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Remembering early women activists

Remembering early women activists


Professor Clare Midgley’s research into nineteenth-century British women’s activism has led to key roles in community group projects planning public monuments for these pioneering women, and a consultancy role with English Heritage. Through this involvement, her research has been able to play a crucial role in both initiating and shaping local projects to commemorate pioneering British feminists and abolitionists It has also influenced national policy on historic sites associated with women’s history.

Our research

Professor Midgley published Feminism and Empire in 2007, a book providing the first detailed study of the interconnections between the development of modern western feminism and Britain’s global expansion as an imperial power between the 1790s and the 1860s. Previous studies had focused on the period following the emergence of an organised women’s movement in the mid 1860s. She went further back, to the period of the publication of Mary Wollstonecraft’s foundational feminist text, A Vindication of the Rights of Woman in 1792, at the height of the first major public campaign against the transatlantic slave trade. Midgley explored the leading role of women in the consumer boycott of slave-grown sugar during the period and the vital role of female missionary memoirs in increasing recognition of women as missionaries.

Her subsequent research further illuminates women’s involvement in transatlantic and transnational networks of anti-slavery, feminism and social reform by comparing relationships between the abolitionist and feminist movements in Britain and the USA. It analyses the distinctive use of the woman-slave analogy in Britain compared to the US, and considers female anti-slavery as a form of early feminism. It also lays a new emphasis on the British rather than American origins of an organised transatlantic feminist movement.

Professor Midgley is currently engaged in a major new research project that reinterprets Indian, British and American debates on the ‘woman question’ in the nineteenth-century age of empire through examining an influential cross-cultural network of activists who promoted liberal religion and social reform.

The impact

In the London-based ‘Mary on the Green’ project, Midgley has played a key role in initiating a project to erect the first public memorial to Mary Wollstonecraft, the founder of modern feminism. Midgley originally co-organised of a week-long series of public commemorative events celebrating the 250th anniversary of Wollstonecraft’s birth at Newington Green Unitarian Church in 2009. The local enthusiasm generated by Midgley’s talks and pamphlets resulted in a fund-raising campaign to erect a local memorial to Wollstonecraft. The ‘Mary on the Green’ project committee was set up, and has to date raised over £20,000 and is currently beginning the process of selecting a sculptor and memorial design.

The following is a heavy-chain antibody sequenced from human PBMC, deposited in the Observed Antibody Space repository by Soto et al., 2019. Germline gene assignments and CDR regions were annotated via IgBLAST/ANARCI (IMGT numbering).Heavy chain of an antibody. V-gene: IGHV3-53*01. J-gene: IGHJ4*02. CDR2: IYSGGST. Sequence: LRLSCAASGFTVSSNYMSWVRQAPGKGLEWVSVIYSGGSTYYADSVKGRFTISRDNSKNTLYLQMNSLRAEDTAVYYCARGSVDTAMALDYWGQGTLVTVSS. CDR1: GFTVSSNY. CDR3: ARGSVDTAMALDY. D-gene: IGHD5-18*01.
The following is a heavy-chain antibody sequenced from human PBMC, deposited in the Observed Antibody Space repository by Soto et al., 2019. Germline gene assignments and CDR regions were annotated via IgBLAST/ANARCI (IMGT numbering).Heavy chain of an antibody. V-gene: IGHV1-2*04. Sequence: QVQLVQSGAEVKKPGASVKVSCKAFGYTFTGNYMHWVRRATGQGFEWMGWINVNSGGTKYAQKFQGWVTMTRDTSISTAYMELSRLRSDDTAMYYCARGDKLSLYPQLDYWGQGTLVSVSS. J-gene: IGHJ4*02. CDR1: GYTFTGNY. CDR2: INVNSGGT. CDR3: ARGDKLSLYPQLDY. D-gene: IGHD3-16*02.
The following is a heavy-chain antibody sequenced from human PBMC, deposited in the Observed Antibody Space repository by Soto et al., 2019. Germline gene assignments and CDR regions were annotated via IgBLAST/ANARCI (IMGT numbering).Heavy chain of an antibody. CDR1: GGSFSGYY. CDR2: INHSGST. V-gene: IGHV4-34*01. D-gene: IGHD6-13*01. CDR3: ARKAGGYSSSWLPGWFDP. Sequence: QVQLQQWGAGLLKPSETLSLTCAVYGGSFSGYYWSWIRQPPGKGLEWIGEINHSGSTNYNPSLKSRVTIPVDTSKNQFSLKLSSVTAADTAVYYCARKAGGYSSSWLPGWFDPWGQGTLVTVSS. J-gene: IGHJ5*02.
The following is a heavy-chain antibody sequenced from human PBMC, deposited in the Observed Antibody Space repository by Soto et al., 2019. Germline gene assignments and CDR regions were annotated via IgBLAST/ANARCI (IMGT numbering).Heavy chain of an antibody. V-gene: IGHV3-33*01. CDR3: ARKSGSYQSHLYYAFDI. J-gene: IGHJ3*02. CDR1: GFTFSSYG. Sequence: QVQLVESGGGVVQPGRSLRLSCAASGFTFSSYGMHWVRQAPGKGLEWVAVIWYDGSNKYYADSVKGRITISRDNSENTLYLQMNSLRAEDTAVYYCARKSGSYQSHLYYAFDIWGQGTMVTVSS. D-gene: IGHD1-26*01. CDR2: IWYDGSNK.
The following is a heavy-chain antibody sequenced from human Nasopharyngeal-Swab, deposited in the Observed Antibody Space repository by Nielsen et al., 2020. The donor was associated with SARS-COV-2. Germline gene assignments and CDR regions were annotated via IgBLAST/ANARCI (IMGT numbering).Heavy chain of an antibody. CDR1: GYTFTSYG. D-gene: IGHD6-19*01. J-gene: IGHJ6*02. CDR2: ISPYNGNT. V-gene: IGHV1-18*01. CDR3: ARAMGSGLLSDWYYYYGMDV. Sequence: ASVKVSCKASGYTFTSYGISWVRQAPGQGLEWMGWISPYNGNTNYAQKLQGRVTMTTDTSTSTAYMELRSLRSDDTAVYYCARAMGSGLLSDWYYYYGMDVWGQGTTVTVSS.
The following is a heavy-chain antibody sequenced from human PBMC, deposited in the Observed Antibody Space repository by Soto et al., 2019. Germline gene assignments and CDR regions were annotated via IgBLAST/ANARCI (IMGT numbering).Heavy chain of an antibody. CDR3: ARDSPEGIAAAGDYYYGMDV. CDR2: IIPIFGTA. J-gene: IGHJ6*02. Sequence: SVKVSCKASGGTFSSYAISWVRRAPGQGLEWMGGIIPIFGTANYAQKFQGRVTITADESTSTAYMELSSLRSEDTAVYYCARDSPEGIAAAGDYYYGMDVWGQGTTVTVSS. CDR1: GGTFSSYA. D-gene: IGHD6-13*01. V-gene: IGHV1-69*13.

Professor Midgley is also an expert academic advisor to a women’s history group project at Tollcross Community Centre in Edinburgh that is generating public support for a permanent memorial to three local women who played leading roles in the anti-slavery and feminist movements. She was involved in the successful bid to the Heritage Lottery Fund for their project. She initially gave a talk to its members to inform their studies, and later gave another talk at a public launch event for the group’s project. Attendees at the launch included activists from Edinburgh-based and Scottish women’s organisations, local school teachers and pupils, and various Scottish women’s history groups including Women’s History Scotland. Her involvement in the project is ongoing.

In May 2012, Professor Midgley was an invited academic expert participant in a one-day seminar on ‘Women in England’, part of a series of seminars through which English Heritage consulted about the significance of the historic environment for groups currently under-represented in its work. Her contributions referenced her research to speak of the need for English Heritage to take account of women’s distinctive, but often invisible, relationship with both private and public spaces when protecting and presenting heritage sites. Her recorded suggestions were included in the report presented to the organisation’s implementation board and published on its website. As a result of her participation in this consultation, Professor Midgley has been placed on English Heritage’s advisory list of experts, consulted annually.

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